REVIEW
Add like
Add dislike
Add to saved papers

Genetic diseases affecting the eyelids: what should a clinician know?

PURPOSE OF REVIEW: The molecular basis of a number of inherited diseases that affect the eyelids has been elucidated over the last two decades. Due to the vast number of these diseases, a clinician may become overwhelmed by the volume of data, making it difficult to incorporate newer information into his or her clinical practice. This article intends to review the recent developments of inherited diseases that affect the eyelids that a typical oculoplastic surgeon will encounter.

RECENT FINDINGS: This review proposes categorizing genetic diseases affecting the eyelids on rarity and whether the disease manifests itself at birth or later in life. Based on this classification system the following 10 diseases (the first five manifesting at birth, the last five later in life) are considered more likely to be encountered by the typical oculoplastic surgeon and reviewed in detail: blepharophimosis-ptosis-epicanthus inversus syndrome, congenital fibrosis of the extraocular muscles, lymphedema-distichiasis syndrome, neurofibromatosis type 1, congenital myasthenic syndrome, oculopharyngeal muscular dystrophy, chronic progressive external ophthalmoplegia, myotonic dystrophy, neurofibromatosis type 2, and basal cell nevus syndrome. The remaining known genetic disorders that affect the eyelids are considered less likely to be encountered by the typical oculoplastic surgeon and are listed in tabular form.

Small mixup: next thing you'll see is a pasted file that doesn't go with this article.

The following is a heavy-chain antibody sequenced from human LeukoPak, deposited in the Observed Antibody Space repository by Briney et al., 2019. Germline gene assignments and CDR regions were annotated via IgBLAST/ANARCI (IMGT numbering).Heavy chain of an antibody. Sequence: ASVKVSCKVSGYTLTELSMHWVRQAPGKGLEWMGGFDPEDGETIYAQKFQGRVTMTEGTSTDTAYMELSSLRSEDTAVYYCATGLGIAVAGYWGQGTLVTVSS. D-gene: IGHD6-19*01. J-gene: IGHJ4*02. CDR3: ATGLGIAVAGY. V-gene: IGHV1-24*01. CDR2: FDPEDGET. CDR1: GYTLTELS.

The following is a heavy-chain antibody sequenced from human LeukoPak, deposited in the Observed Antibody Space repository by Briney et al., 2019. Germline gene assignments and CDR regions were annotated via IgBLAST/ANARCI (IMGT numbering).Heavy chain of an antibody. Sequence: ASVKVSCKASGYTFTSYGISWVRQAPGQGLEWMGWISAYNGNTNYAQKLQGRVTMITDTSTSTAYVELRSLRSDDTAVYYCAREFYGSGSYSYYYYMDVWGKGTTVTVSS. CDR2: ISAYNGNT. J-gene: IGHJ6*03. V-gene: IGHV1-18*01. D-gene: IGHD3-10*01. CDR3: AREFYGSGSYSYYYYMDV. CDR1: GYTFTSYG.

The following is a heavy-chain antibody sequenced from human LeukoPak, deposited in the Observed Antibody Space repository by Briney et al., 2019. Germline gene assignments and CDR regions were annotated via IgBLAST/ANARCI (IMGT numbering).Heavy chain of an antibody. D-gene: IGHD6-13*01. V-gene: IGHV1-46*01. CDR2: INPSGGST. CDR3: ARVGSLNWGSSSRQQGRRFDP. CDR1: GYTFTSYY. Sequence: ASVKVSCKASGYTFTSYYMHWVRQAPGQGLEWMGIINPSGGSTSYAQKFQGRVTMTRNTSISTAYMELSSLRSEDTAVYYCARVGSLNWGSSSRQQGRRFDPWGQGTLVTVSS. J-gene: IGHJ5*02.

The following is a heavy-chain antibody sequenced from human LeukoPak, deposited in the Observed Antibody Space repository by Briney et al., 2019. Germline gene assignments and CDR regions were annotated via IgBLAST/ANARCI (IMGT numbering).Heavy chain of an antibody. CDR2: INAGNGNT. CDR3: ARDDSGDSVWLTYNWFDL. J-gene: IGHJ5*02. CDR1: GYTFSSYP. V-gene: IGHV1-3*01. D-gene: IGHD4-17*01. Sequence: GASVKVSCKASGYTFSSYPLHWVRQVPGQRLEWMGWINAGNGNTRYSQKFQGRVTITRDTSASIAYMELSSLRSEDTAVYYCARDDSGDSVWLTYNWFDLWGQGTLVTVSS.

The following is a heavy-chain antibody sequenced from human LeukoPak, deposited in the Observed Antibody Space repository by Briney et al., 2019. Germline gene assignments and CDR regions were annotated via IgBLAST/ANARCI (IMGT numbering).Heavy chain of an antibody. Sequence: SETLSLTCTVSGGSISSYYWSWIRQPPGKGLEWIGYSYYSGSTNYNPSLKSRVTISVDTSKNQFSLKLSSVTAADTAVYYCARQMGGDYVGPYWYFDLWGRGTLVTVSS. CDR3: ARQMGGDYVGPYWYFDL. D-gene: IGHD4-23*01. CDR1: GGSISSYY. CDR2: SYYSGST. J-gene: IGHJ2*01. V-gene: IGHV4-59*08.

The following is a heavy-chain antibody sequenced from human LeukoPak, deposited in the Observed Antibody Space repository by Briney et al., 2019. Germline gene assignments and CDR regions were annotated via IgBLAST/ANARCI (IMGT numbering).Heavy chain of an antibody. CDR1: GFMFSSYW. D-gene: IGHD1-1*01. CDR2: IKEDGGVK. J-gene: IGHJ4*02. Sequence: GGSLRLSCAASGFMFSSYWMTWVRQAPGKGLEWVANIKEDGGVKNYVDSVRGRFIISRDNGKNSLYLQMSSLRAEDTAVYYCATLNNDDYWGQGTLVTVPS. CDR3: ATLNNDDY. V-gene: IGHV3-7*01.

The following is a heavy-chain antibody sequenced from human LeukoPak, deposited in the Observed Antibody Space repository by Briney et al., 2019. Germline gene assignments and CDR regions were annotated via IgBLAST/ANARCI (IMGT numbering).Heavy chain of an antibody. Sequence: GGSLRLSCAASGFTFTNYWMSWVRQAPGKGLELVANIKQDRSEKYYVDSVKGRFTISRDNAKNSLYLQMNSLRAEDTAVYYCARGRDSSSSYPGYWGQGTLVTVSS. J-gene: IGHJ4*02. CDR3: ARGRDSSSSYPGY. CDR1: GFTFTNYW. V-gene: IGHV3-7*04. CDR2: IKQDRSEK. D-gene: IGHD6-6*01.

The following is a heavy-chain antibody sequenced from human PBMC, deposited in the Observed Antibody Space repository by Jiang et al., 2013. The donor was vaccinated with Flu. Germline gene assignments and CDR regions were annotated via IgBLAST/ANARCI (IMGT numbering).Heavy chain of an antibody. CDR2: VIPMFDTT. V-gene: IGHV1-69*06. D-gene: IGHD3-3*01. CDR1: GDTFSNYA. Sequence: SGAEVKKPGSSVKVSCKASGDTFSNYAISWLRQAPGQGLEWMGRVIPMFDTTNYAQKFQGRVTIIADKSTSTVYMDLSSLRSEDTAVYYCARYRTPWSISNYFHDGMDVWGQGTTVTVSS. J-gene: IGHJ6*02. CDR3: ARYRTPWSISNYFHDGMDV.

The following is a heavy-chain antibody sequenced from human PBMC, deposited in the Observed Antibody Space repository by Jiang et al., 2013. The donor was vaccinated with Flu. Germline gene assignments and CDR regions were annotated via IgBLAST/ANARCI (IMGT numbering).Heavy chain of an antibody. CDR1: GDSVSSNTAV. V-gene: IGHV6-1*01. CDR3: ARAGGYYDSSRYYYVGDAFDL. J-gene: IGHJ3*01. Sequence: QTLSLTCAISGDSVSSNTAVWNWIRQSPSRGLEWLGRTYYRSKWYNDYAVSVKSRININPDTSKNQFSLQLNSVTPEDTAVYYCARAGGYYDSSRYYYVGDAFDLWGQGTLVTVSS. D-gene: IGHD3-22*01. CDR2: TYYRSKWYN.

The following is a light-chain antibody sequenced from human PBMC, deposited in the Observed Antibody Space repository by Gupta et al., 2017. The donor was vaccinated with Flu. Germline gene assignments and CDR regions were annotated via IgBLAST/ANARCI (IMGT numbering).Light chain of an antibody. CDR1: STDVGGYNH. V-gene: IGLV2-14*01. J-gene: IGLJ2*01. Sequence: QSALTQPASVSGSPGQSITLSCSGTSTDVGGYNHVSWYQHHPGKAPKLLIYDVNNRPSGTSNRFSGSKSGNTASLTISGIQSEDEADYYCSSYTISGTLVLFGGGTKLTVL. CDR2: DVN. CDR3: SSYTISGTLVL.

SUMMARY: It is prudent for the oculoplastic surgeon to be knowledgeable of inherited disorders that affect the eyelids to aid in accurate diagnosis, counseling, and treatment. The development of future therapies may at some point make treatment of these diseases no longer surgical.

VIDEO ABSTRACT: http://links.lww.com/COOP/A4.

Full text links

For the best experience, use the Read mobile app

Group 7SearchHeart failure treatmentPapersTopicsCollectionsEffects of Sodium-Glucose Cotransporter 2 Inhibitors for the Treatment of Patients With Heart Failure Importance: Only 1 class of glucose-lowering agents-sodium-glucose cotransporter 2 (SGLT2) inhibitors-has been reported to decrease the risk of cardiovascular events primarily by reducingSeptember 1, 2017: JAMA CardiologyAssociations of albuminuria in patients with chronic heart failure: findings in the ALiskiren Observation of heart Failure Treatment study.CONCLUSIONS: Increased UACR is common in patients with heart failure, including non-diabetics. Urinary albumin creatininineJul, 2011: European Journal of Heart FailureRandomized Controlled TrialEffects of Liraglutide on Clinical Stability Among Patients With Advanced Heart Failure and Reduced Ejection Fraction: A Randomized Clinical Trial.Review

Get seemless 1-tap access through your institution/university

For the best experience, use the Read mobile app

Read by QxMD is copyright © 2021 QxMD Software Inc. All rights reserved. By using this service, you agree to our terms of use and privacy policy.

Get seemless 1-tap access through your institution/university

For the best experience, use the Read mobile app